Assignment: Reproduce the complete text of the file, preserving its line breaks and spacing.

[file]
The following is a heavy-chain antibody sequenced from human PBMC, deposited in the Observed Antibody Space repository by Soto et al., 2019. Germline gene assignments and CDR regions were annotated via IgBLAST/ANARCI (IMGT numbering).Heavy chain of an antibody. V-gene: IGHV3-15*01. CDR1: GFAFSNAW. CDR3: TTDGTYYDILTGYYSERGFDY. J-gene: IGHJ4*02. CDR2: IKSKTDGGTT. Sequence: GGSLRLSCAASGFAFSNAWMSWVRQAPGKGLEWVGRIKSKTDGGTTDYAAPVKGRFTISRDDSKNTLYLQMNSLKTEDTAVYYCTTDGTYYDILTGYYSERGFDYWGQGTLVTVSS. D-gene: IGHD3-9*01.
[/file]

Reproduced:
The following is a heavy-chain antibody sequenced from human PBMC, deposited in the Observed Antibody Space repository by Soto et al., 2019. Germline gene assignments and CDR regions were annotated via IgBLAST/ANARCI (IMGT numbering).Heavy chain of an antibody. V-gene: IGHV3-15*01. CDR1: GFAFSNAW. CDR3: TTDGTYYDILTGYYSERGFDY. J-gene: IGHJ4*02. CDR2: IKSKTDGGTT. Sequence: GGSLRLSCAASGFAFSNAWMSWVRQAPGKGLEWVGRIKSKTDGGTTDYAAPVKGRFTISRDDSKNTLYLQMNSLKTEDTAVYYCTTDGTYYDILTGYYSERGFDYWGQGTLVTVSS. D-gene: IGHD3-9*01.